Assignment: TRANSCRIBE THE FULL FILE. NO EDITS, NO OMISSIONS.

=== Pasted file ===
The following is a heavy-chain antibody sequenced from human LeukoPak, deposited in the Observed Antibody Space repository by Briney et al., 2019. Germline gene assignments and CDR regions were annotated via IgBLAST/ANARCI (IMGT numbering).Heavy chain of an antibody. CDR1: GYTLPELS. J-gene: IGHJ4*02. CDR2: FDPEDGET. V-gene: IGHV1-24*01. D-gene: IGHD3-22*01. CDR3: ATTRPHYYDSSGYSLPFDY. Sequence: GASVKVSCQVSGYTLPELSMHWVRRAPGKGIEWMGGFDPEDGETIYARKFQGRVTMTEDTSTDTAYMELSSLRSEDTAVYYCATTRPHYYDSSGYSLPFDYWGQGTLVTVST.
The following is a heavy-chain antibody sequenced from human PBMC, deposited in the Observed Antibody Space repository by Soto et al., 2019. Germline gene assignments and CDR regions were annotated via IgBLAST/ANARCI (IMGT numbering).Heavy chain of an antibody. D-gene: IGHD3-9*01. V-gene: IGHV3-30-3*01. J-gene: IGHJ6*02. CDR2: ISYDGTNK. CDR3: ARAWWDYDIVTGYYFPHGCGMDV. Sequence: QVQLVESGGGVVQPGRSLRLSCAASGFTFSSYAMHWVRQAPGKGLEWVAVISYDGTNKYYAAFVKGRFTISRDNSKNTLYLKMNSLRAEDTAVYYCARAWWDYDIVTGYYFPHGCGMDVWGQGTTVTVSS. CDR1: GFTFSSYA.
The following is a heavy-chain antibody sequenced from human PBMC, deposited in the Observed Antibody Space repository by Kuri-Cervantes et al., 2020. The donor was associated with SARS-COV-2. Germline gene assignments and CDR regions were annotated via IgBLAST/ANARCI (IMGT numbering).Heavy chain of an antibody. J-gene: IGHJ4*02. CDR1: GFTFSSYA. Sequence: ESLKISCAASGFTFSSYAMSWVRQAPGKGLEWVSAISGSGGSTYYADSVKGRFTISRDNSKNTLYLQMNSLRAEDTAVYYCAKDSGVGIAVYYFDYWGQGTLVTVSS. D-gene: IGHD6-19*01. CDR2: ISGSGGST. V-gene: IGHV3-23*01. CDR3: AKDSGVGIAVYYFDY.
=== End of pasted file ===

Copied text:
The following is a heavy-chain antibody sequenced from human LeukoPak, deposited in the Observed Antibody Space repository by Briney et al., 2019. Germline gene assignments and CDR regions were annotated via IgBLAST/ANARCI (IMGT numbering).Heavy chain of an antibody. CDR1: GYTLPELS. J-gene: IGHJ4*02. CDR2: FDPEDGET. V-gene: IGHV1-24*01. D-gene: IGHD3-22*01. CDR3: ATTRPHYYDSSGYSLPFDY. Sequence: GASVKVSCQVSGYTLPELSMHWVRRAPGKGIEWMGGFDPEDGETIYARKFQGRVTMTEDTSTDTAYMELSSLRSEDTAVYYCATTRPHYYDSSGYSLPFDYWGQGTLVTVST.
The following is a heavy-chain antibody sequenced from human PBMC, deposited in the Observed Antibody Space repository by Soto et al., 2019. Germline gene assignments and CDR regions were annotated via IgBLAST/ANARCI (IMGT numbering).Heavy chain of an antibody. D-gene: IGHD3-9*01. V-gene: IGHV3-30-3*01. J-gene: IGHJ6*02. CDR2: ISYDGTNK. CDR3: ARAWWDYDIVTGYYFPHGCGMDV. Sequence: QVQLVESGGGVVQPGRSLRLSCAASGFTFSSYAMHWVRQAPGKGLEWVAVISYDGTNKYYAAFVKGRFTISRDNSKNTLYLKMNSLRAEDTAVYYCARAWWDYDIVTGYYFPHGCGMDVWGQGTTVTVSS. CDR1: GFTFSSYA.
The following is a heavy-chain antibody sequenced from human PBMC, deposited in the Observed Antibody Space repository by Kuri-Cervantes et al., 2020. The donor was associated with SARS-COV-2. Germline gene assignments and CDR regions were annotated via IgBLAST/ANARCI (IMGT numbering).Heavy chain of an antibody. J-gene: IGHJ4*02. CDR1: GFTFSSYA. Sequence: ESLKISCAASGFTFSSYAMSWVRQAPGKGLEWVSAISGSGGSTYYADSVKGRFTISRDNSKNTLYLQMNSLRAEDTAVYYCAKDSGVGIAVYYFDYWGQGTLVTVSS. D-gene: IGHD6-19*01. CDR2: ISGSGGST. V-gene: IGHV3-23*01. CDR3: AKDSGVGIAVYYFDY.